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Network Rail and BTP launch level crossing safety drive

Network Rail and the British Transport Police are marking today’s International Level Crossing Day of Action by holding a safety awareness drive at level crossings across Scotland.

Network Rail community safety and operations staff and BTP officers will be on hand at sites across the country to distribute information leaflets to drivers waiting at the crossings and answer motorists’ questions regarding the safe use of the infrastructure.

The awareness day will target the following crossings throughout the day:

Broughty Ferry
Little Gennoch (Dumfries)
Level crossing abuse is the biggest outside risk to railway safety and the extent of the problem has been highlighted by recent BTP initiatives at Elgin and Broughty Ferry level crossings.

In monitoring operations earlier this year 84 offences were recorded at Elgin with 53 people subsequently being reported to the Procurator Fiscal for prosecution. At Broughty Ferry 46 offences were recorded and 31 people reported to the local Procurator Fiscal.


Mark Henderson, Network Rail community safety manager for Scotland, said: “Britain has a good safety record in comparison to many other countries but even one death is one too many. Jumping the lights and ignoring warning signs is sadly a sight we see all too often at level crossings.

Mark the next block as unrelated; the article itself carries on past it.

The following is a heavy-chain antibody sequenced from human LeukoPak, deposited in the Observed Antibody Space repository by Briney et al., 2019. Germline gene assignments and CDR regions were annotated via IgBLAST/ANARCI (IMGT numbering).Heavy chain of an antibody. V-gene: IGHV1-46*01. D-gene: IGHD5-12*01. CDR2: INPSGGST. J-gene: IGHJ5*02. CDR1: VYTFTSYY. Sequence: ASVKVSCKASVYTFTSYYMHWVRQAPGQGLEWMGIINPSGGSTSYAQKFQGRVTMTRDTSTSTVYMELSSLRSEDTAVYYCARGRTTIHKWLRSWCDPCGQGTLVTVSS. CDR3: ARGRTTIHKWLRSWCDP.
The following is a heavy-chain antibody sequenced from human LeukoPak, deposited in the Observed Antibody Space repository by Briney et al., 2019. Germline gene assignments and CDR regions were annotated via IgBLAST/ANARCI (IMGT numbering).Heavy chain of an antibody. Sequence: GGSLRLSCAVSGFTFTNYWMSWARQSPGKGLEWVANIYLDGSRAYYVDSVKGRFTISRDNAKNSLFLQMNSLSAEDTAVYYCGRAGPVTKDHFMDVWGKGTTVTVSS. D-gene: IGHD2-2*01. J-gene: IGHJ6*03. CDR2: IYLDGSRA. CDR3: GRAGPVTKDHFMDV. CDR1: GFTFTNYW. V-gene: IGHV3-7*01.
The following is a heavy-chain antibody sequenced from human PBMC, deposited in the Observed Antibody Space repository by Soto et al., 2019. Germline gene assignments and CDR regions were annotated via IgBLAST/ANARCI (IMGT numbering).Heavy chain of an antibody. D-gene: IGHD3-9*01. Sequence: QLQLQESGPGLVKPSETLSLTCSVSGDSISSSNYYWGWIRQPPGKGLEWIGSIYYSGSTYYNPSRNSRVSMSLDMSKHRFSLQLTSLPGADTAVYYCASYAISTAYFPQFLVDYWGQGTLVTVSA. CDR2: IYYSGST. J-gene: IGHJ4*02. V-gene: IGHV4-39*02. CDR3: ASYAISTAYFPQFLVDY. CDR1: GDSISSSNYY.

“Crossings are safe to use when used correctly, but misuse can prove fatal. The message we are trying to spread is that running the risk at a level crossing is just not worth it. By trying to save a few seconds, you could end up seriously hurt or losing your life.”

Inspector Stuart Wilson, of British Transport Police, added: “While, our officers remain committed to detecting offenders, we will continue to work closely with Network Rail to reinforce the safety message and continue our educational approach that has an affect on driver behaviour.

“Despite repeated warnings and enforcement action, motorists and pedestrians continue to risk their lives and the lives of others at crossings by ignoring the relevant road traffic regulations. Those who flout the law and ignore the crossing signs can expect action to be taken against them.”

Scotland’s motorists are also set to benefit from a world-first in sat nav technology which will improve awareness of level crossings and encourage safer driving.

A free downloadable application which alerts drivers with a train whistle sound that they are approaching a level crossing has been developed by Network Rail and leading satellite navigation provider Garmin.

It is hoped the new technology will encourage safer motoring and reduce the number of incidents which cause damage, disruption and a number of deaths each year.

The free application can be downloaded onto Garmin nüvi or nüLink sat navs from its website. Similar to choosing options that alert you to approaching speed cameras, the device whistles like a train and an ‘X’ appears on the screen with the name of the level crossing so motorists can approach and cross with care*.